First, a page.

Empowering Women Around the World Empowering Women Around the World

We women who live in the US and Europe are probably unaware of just how good we have it.  We may complain about housework, laundry, toilets, cooking, either as a stay-at-home wife or a career woman who does it all.  But regardless of how stressed and tired we may be, we still have it really good compared to women in some other countries.  But things are a-changing for many women who have found themselves trapped in their world and we, whom have it good, have the ability to reach out and help empower those women who are finding out life can be better.

Last Christmas a couple of our children gave us all some interesting gifts, gifts that have opened a new door to the world of opportunities for empowering women around globe.  Since then we have come across other like-minded organizations offering similar abilities to help women help themselves.  There may be many organizations like these, but I want to share four of the forward-moving potential giving non-profits I have encountered.

First, our daughter gave all the girls in the family Punjammies.  “PUNJAMMIES™ are a premium brand of pajamas hand made by women who were formerly enslaved in prostitution.Crafted from beautiful Indian fabric, PUNJAMMIES™ are perfect for sleeping or relaxing.”  These come from an organization called the International Princess Project.  The “International Princess Project advocates for women enslaved in prostitution, helping them restore their lives and empowering them to live free.”  You can watch a video about this project and read how it began by a woman who looked into the faces of the women and girls caught in the red-light district here:  http://intlprincess.org/index.php/ipp/section/C1/.  The mission is to “restore hope and dignity” to these women who thought they had no other way to feed themselves and their children.  The great tagline says, “Wear Punjammies & wear hope.”  Order your Punjammies and help a woman find hope that she can support herself and her children in a life of dignity here:   http://www.intlprincess.org/index.php/ipp/content/story_of_punjamies/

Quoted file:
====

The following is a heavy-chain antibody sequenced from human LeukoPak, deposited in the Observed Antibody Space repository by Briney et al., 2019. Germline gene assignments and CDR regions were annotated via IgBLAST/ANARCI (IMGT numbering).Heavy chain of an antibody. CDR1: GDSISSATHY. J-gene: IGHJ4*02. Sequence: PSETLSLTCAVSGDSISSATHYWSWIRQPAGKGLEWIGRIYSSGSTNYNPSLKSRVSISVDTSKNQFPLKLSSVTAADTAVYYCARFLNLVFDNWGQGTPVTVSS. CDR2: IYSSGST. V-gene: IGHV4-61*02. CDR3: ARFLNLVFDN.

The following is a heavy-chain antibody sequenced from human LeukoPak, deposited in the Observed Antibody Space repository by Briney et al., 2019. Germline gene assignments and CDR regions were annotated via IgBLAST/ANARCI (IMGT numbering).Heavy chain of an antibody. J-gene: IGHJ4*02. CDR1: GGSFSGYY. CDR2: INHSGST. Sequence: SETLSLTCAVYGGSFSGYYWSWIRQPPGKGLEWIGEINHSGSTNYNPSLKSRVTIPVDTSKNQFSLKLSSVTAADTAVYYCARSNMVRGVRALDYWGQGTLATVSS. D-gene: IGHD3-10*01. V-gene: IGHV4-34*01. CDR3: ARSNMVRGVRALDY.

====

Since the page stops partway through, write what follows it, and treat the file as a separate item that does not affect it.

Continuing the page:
Next, our son gave us all a $25 gift certificate to a non-profit organization that offers loans to people all over the world to start their own business.  Their website states their mission is “to connect people through lending to alleviate poverty. Leveraging the internet and a worldwide network of micro-finance institutions, Kiva lets individuals lend as little as $25 to help create opportunity around the world.”  With just a $25 loan to someone across the world you can help them get on their feet in any number of business ways.  You can give to either a male or female or even a group.  But along the lines of empowering women, I gave my $25 loan to a 20 year old women in the west region of Uganda named Sadra who is stocking a clothing business.  Her original loan request was $200, so I was only a small part of it.  Her repayment terms with me were for 7 months.  I submitted the loan in January so she still has another month to repay the loan.  But the balance on the loan is only $2.68.  Yes, you can then cash out and get your money back.  The challenge issued by our son was to see how many people we could help in a year with the $25 gift he gave us and then see, as a family, how many people we could help.  I plan to re-loan my $25 to another woman to help empower her to live within her dignity and be able to help others in some way in return.  You can read all about Kiva loans here:  http://www.kiva.org/about